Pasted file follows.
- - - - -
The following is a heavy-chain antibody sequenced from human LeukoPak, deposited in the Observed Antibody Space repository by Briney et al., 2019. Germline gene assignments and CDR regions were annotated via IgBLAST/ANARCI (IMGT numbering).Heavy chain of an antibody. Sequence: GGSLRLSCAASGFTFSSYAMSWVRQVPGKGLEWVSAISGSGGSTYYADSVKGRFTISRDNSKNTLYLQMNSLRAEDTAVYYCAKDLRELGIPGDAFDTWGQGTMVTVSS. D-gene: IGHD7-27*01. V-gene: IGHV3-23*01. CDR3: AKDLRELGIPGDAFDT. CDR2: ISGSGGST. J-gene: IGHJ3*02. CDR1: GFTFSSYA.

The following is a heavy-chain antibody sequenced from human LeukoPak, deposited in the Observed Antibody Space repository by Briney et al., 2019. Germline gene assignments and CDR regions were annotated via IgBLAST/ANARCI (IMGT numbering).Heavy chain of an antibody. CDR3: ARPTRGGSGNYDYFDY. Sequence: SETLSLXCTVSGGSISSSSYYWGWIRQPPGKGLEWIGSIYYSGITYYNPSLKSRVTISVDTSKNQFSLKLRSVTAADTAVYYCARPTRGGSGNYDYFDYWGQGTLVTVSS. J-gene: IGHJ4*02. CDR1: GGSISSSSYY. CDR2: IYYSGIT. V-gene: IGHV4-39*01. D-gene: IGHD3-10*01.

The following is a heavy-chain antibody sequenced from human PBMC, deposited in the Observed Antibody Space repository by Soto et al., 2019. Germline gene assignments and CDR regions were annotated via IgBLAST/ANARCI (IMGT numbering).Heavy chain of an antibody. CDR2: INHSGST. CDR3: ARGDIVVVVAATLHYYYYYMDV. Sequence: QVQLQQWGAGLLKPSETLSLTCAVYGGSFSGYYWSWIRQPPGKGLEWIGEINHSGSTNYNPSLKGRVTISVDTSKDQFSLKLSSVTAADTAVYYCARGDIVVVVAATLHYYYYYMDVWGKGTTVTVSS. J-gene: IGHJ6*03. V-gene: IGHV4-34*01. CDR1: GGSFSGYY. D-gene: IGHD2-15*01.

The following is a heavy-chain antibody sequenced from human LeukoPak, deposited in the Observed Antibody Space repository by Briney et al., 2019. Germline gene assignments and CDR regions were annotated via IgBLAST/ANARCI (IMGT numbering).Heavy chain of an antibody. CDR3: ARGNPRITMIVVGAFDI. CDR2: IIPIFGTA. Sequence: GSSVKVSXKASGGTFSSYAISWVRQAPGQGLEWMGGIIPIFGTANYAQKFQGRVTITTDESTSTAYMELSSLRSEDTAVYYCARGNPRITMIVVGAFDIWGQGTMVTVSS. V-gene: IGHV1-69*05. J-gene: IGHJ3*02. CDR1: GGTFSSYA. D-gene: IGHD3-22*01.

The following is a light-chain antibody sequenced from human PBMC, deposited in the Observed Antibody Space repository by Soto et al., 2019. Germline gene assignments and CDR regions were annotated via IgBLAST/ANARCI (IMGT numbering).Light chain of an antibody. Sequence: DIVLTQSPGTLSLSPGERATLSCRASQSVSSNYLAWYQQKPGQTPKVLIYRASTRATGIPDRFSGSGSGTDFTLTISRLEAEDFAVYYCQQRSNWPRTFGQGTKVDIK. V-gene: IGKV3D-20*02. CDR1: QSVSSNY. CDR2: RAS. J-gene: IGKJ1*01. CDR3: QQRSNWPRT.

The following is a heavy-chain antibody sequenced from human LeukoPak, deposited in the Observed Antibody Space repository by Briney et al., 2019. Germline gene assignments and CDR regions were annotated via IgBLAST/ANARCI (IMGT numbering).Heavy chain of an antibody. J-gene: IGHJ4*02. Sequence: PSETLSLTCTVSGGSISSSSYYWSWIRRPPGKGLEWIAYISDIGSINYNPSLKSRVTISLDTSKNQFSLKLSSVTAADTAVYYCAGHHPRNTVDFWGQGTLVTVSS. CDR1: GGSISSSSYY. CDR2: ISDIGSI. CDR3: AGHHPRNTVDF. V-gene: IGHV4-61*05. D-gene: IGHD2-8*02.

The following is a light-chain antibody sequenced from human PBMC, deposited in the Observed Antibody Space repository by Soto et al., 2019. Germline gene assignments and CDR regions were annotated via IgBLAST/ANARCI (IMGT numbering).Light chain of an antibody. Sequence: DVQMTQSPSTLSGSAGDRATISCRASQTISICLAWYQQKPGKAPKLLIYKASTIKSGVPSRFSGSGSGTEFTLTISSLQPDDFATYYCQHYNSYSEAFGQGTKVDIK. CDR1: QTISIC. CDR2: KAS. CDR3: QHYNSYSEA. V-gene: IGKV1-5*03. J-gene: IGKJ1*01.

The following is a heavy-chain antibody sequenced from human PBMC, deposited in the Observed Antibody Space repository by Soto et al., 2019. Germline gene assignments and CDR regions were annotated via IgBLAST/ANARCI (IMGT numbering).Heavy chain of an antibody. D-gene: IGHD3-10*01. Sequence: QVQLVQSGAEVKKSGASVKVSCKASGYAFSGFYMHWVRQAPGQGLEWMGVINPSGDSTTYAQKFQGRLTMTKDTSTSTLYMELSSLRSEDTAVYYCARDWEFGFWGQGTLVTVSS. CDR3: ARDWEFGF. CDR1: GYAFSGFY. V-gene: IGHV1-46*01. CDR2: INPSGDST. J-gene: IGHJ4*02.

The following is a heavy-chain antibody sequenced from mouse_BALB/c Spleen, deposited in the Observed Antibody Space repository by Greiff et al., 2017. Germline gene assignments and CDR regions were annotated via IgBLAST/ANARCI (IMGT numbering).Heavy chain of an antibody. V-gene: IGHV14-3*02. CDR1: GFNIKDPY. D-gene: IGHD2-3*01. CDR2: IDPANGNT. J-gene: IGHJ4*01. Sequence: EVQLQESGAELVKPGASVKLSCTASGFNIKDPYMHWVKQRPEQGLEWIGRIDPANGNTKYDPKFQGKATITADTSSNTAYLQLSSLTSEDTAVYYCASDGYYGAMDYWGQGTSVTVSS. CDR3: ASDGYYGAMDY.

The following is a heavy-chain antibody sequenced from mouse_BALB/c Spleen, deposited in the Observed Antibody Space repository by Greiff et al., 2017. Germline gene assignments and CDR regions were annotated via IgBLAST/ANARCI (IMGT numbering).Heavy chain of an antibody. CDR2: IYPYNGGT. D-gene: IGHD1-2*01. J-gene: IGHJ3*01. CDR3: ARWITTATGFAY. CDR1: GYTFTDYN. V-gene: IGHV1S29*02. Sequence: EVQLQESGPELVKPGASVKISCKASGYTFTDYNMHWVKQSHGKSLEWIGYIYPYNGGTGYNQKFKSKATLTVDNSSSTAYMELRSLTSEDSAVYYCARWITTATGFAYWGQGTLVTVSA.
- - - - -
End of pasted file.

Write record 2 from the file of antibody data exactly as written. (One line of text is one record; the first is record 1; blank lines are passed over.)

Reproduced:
The following is a heavy-chain antibody sequenced from human LeukoPak, deposited in the Observed Antibody Space repository by Briney et al., 2019. Germline gene assignments and CDR regions were annotated via IgBLAST/ANARCI (IMGT numbering).Heavy chain of an antibody. CDR3: ARPTRGGSGNYDYFDY. Sequence: SETLSLXCTVSGGSISSSSYYWGWIRQPPGKGLEWIGSIYYSGITYYNPSLKSRVTISVDTSKNQFSLKLRSVTAADTAVYYCARPTRGGSGNYDYFDYWGQGTLVTVSS. J-gene: IGHJ4*02. CDR1: GGSISSSSYY. CDR2: IYYSGIT. V-gene: IGHV4-39*01. D-gene: IGHD3-10*01.